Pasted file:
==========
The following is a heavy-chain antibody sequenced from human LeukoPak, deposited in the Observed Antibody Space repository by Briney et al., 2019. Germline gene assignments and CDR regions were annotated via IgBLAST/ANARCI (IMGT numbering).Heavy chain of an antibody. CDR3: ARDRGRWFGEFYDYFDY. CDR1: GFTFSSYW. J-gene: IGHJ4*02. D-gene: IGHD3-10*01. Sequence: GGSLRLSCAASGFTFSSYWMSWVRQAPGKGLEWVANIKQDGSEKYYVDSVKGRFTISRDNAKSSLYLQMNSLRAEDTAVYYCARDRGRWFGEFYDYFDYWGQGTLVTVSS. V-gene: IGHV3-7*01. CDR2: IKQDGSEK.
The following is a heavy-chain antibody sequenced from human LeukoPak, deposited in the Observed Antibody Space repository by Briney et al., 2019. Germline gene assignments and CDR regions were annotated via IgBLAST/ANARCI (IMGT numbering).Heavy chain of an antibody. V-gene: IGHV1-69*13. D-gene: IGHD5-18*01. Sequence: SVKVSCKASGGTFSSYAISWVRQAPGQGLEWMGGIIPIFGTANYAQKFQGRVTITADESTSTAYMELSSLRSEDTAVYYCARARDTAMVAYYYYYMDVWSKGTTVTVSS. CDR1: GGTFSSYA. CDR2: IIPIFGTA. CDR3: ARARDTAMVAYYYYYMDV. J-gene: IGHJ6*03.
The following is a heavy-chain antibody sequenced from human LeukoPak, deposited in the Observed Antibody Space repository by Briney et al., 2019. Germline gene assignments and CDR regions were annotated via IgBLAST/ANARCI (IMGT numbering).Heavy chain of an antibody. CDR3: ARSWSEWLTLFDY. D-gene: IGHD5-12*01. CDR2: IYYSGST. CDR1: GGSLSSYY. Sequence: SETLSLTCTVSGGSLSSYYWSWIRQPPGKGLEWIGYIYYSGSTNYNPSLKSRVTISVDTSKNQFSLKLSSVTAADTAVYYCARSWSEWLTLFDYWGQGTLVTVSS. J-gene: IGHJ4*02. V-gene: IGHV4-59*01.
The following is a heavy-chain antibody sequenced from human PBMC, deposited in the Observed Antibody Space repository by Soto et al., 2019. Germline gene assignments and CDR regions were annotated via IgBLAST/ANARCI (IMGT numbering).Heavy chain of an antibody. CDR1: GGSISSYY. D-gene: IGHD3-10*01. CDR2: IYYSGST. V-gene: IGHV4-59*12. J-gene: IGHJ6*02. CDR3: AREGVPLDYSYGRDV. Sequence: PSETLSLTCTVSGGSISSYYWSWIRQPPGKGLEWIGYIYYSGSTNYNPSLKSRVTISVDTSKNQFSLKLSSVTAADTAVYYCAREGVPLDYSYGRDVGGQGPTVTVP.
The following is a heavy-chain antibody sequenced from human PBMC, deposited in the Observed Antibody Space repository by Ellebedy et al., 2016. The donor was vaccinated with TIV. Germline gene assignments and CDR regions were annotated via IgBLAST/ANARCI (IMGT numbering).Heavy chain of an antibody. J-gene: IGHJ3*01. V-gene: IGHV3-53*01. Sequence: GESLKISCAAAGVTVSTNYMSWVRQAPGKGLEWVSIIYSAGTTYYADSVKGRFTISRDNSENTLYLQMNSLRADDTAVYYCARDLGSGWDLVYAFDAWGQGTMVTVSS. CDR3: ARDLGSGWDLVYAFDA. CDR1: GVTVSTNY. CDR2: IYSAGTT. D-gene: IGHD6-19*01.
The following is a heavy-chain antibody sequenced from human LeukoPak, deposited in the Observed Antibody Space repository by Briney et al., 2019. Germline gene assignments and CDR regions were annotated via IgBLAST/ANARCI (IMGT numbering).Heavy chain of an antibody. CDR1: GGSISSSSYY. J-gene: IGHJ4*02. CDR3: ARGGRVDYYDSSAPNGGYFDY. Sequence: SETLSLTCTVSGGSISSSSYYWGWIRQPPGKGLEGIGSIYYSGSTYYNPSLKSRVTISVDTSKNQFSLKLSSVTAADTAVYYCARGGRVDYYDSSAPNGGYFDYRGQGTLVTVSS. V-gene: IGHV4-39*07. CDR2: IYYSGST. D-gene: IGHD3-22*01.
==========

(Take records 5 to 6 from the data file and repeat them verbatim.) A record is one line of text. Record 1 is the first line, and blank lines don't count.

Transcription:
The following is a heavy-chain antibody sequenced from human PBMC, deposited in the Observed Antibody Space repository by Ellebedy et al., 2016. The donor was vaccinated with TIV. Germline gene assignments and CDR regions were annotated via IgBLAST/ANARCI (IMGT numbering).Heavy chain of an antibody. J-gene: IGHJ3*01. V-gene: IGHV3-53*01. Sequence: GESLKISCAAAGVTVSTNYMSWVRQAPGKGLEWVSIIYSAGTTYYADSVKGRFTISRDNSENTLYLQMNSLRADDTAVYYCARDLGSGWDLVYAFDAWGQGTMVTVSS. CDR3: ARDLGSGWDLVYAFDA. CDR1: GVTVSTNY. CDR2: IYSAGTT. D-gene: IGHD6-19*01.
The following is a heavy-chain antibody sequenced from human LeukoPak, deposited in the Observed Antibody Space repository by Briney et al., 2019. Germline gene assignments and CDR regions were annotated via IgBLAST/ANARCI (IMGT numbering).Heavy chain of an antibody. CDR1: GGSISSSSYY. J-gene: IGHJ4*02. CDR3: ARGGRVDYYDSSAPNGGYFDY. Sequence: SETLSLTCTVSGGSISSSSYYWGWIRQPPGKGLEGIGSIYYSGSTYYNPSLKSRVTISVDTSKNQFSLKLSSVTAADTAVYYCARGGRVDYYDSSAPNGGYFDYRGQGTLVTVSS. V-gene: IGHV4-39*07. CDR2: IYYSGST. D-gene: IGHD3-22*01.